A month ago I was mired in writer’s block, or to put it another way, feeling so despondent about my current novel that my mind went blank every time I opened Scrivener. I’d been like that for months. At first I thought it was the usual ‘half-way-through blues’, my demons telling me it wasn’t good enough so why bother. But after a while I felt there was something more and the block became self-fulfilling,
Then the magic happened. I found myself with an hour to waste in a town I didn’t know, so settled in a coffee shop (with a cake, naturally) and returned to pen and paper. The words flowed – no, gushed – and I was sorry to stop to meet my appointment. Since then I’ve managed to write most days, even on the laptop.
And last night I finished the first draft. No champagne nor balloons – this is where the work really starts.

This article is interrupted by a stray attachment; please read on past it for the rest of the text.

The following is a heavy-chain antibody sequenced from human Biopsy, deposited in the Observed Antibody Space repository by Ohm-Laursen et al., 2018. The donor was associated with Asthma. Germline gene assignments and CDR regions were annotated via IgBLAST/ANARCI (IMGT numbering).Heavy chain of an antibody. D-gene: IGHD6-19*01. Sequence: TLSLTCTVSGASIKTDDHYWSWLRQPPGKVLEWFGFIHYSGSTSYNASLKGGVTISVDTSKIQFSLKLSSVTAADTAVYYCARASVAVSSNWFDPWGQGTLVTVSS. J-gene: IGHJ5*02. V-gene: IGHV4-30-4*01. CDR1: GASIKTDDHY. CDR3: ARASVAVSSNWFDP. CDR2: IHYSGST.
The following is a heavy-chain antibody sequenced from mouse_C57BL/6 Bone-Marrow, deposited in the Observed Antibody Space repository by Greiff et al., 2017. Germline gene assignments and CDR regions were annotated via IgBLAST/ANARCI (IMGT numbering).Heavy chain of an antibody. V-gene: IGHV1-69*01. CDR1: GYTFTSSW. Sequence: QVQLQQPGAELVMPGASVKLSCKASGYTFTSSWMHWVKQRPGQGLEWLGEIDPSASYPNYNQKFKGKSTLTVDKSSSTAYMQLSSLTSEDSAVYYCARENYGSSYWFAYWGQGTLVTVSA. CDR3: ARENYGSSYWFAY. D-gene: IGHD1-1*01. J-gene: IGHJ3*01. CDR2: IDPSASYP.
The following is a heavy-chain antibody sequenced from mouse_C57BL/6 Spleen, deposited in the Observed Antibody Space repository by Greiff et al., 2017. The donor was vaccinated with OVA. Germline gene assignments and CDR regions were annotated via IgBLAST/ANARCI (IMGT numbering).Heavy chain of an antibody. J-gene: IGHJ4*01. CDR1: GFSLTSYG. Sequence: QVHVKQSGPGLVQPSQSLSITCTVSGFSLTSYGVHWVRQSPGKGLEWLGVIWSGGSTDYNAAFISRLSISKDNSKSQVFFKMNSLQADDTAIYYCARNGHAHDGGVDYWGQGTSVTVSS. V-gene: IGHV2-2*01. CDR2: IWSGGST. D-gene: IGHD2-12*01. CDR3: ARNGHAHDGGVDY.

I think the problem, and perhaps the solution, was that I’d changed my routine. My pattern over recent years was to go into town with my wife every Friday, then sit scribbling in my notebook while she did what she had to do. This was augmented a couple of years ago by a similar activity earlier in the week. Producing this material, typing up the longhand, and developing it in the ensuing days, meant I was in a discipline of writing regularly. Then a couple of things changed and my trips to the café stopped for a while. Even when I had the chance to go my mindset had shifted – an ‘I’m not writing so why go to the café’ kind of thing.
Until today I hadn’t realised what the problem had been, I only knew I’d got over it. Just goes to show how difficult and fragile this writing process is. So, if you’re facing the same, try changing your routine, or look at what you were doing when you were writing, and try going back to it for a while.